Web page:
Humanassisted Vagrancy

Not all apparent transoceanic vagrants have travelled unaided, for some types of birds hitch rides on ships. One documented incident involved the ship 'Mauritania' as it began its seven-day transatlantic journey from New York to Southampton (England) on 7 October 1962 (Durand 1963). On the morning of the second day, when the ship was 400-500 km out from New York and under heavily overcast skies, more than 130 birds of at least 34 species appeared on deck, mainly passerines but also woodpeckers. The crew provided fruit and other types of food, which some of the birds ate. As the days passed, these birds gradually disappeared, and others were added, but by 12 October nine birds were still present as the ship passed the Fastnet Lighthouse off southwest Ireland. At this point a Yellow-shafted Flicker Colaptes auratus flew ashore. When the ship docked at Southampton on 15 October, four birds were still present, including two White-throated Sparrows Zonotrichia albicollis, one Song Sparrow Melospiza melodia and a Slate-coloured Junco Junco hyemalis. The next day, a White-throated Sparrow was seen in a nearby park. The author mentioned similar incidents from other journeys.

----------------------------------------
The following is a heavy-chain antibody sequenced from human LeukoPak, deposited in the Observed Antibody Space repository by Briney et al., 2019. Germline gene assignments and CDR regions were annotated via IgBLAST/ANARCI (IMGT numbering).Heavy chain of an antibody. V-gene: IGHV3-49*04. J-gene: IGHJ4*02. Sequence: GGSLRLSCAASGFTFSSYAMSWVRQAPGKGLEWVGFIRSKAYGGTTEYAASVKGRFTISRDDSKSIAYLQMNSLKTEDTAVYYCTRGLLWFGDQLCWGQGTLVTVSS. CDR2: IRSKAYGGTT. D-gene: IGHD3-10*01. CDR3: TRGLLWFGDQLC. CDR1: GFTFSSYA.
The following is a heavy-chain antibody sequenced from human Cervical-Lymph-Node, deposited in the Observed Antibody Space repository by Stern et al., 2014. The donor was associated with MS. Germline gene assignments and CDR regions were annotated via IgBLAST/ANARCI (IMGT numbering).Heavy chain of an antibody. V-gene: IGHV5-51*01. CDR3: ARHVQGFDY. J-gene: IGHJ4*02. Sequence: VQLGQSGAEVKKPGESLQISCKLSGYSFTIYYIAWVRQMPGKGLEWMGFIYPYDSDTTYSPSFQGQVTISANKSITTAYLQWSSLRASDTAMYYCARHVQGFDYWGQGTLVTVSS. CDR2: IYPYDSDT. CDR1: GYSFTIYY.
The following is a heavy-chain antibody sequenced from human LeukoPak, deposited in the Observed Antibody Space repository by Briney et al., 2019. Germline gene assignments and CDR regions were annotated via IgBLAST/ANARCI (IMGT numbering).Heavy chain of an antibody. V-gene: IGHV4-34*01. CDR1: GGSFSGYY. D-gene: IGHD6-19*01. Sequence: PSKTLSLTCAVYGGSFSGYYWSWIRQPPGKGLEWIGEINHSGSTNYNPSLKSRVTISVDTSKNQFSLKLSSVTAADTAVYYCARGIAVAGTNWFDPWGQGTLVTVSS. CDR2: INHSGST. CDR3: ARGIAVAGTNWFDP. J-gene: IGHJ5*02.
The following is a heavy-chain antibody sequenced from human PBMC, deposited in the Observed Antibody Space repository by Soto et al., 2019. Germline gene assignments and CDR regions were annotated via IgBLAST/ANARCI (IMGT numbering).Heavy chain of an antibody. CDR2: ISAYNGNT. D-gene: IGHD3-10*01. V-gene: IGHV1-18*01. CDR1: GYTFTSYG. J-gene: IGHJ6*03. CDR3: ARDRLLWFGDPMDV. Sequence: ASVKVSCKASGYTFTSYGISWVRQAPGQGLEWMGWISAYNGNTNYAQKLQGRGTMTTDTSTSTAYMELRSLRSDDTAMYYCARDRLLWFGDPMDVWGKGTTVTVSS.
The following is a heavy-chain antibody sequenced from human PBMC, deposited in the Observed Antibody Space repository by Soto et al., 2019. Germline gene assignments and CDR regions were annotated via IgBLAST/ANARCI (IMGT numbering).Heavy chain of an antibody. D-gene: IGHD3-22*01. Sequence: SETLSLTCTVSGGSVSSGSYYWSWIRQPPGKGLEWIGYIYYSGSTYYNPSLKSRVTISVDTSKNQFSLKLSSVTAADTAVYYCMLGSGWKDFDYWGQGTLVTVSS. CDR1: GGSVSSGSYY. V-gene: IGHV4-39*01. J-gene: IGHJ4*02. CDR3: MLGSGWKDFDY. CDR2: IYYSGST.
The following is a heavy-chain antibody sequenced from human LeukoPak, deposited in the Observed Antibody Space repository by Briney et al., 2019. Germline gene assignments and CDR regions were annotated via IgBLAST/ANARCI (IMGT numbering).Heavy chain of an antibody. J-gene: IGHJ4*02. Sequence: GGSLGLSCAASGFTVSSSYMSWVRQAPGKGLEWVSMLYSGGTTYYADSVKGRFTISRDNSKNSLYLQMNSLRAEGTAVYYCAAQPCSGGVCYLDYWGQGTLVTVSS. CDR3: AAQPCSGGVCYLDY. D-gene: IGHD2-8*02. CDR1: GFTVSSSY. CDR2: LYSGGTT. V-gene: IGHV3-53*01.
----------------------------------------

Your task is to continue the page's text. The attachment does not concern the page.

Most records of birds alighting on ships refer to passerines which stay for a few days or so, but occasionally for longer if they are fed. At least one species, the House Crow Corvus splendens from southern Asia, has apparently moved around the world entirely on ships, and has established itself in a number of widely separated port towns. Some other ship-assisted visitors are surprising, such as the Double-crested Cormorant Phalacrocorax auritus which travelled undetected in the hold of a cargo ship from Newfoundland to Scotland (Cottridge & Vinicombe 1996). Incidents such as these raise the possibility that almost any migratory passerine could cross the Atlantic on a ship or by using different ships as stepping stones. But this does not mean that no passerine vagrants have crossed the Atlantic naturally, and it is inconceivable that shorebirds and other types of transoceanic vagrants have travelled in this way. In any case they could not take the types of food provided on ships.

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